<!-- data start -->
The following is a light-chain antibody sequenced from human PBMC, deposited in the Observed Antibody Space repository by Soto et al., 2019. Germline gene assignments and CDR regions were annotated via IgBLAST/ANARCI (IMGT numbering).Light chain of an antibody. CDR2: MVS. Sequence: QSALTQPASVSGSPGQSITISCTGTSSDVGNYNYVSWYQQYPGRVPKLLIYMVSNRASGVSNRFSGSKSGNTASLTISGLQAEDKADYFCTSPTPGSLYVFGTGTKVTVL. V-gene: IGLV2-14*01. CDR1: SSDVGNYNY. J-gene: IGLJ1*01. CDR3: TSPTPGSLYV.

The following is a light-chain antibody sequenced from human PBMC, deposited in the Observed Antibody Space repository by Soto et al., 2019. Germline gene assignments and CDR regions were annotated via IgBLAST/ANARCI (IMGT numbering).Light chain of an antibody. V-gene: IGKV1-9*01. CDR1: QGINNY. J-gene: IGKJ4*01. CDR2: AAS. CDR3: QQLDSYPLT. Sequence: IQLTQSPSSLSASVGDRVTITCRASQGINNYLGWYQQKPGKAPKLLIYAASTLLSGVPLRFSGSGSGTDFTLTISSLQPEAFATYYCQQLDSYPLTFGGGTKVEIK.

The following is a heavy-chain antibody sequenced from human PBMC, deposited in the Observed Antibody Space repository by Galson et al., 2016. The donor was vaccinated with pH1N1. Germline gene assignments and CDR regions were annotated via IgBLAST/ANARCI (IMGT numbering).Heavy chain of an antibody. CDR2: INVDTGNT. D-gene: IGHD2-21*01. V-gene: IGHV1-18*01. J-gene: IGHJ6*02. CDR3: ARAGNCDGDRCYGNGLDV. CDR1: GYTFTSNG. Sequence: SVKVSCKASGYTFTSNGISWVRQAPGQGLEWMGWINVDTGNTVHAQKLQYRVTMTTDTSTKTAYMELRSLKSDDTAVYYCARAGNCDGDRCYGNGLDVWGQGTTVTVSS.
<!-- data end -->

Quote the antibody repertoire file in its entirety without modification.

The following is a light-chain antibody sequenced from human PBMC, deposited in the Observed Antibody Space repository by Soto et al., 2019. Germline gene assignments and CDR regions were annotated via IgBLAST/ANARCI (IMGT numbering).Light chain of an antibody. CDR2: MVS. Sequence: QSALTQPASVSGSPGQSITISCTGTSSDVGNYNYVSWYQQYPGRVPKLLIYMVSNRASGVSNRFSGSKSGNTASLTISGLQAEDKADYFCTSPTPGSLYVFGTGTKVTVL. V-gene: IGLV2-14*01. CDR1: SSDVGNYNY. J-gene: IGLJ1*01. CDR3: TSPTPGSLYV.

The following is a light-chain antibody sequenced from human PBMC, deposited in the Observed Antibody Space repository by Soto et al., 2019. Germline gene assignments and CDR regions were annotated via IgBLAST/ANARCI (IMGT numbering).Light chain of an antibody. V-gene: IGKV1-9*01. CDR1: QGINNY. J-gene: IGKJ4*01. CDR2: AAS. CDR3: QQLDSYPLT. Sequence: IQLTQSPSSLSASVGDRVTITCRASQGINNYLGWYQQKPGKAPKLLIYAASTLLSGVPLRFSGSGSGTDFTLTISSLQPEAFATYYCQQLDSYPLTFGGGTKVEIK.

The following is a heavy-chain antibody sequenced from human PBMC, deposited in the Observed Antibody Space repository by Galson et al., 2016. The donor was vaccinated with pH1N1. Germline gene assignments and CDR regions were annotated via IgBLAST/ANARCI (IMGT numbering).Heavy chain of an antibody. CDR2: INVDTGNT. D-gene: IGHD2-21*01. V-gene: IGHV1-18*01. J-gene: IGHJ6*02. CDR3: ARAGNCDGDRCYGNGLDV. CDR1: GYTFTSNG. Sequence: SVKVSCKASGYTFTSNGISWVRQAPGQGLEWMGWINVDTGNTVHAQKLQYRVTMTTDTSTKTAYMELRSLKSDDTAVYYCARAGNCDGDRCYGNGLDVWGQGTTVTVSS.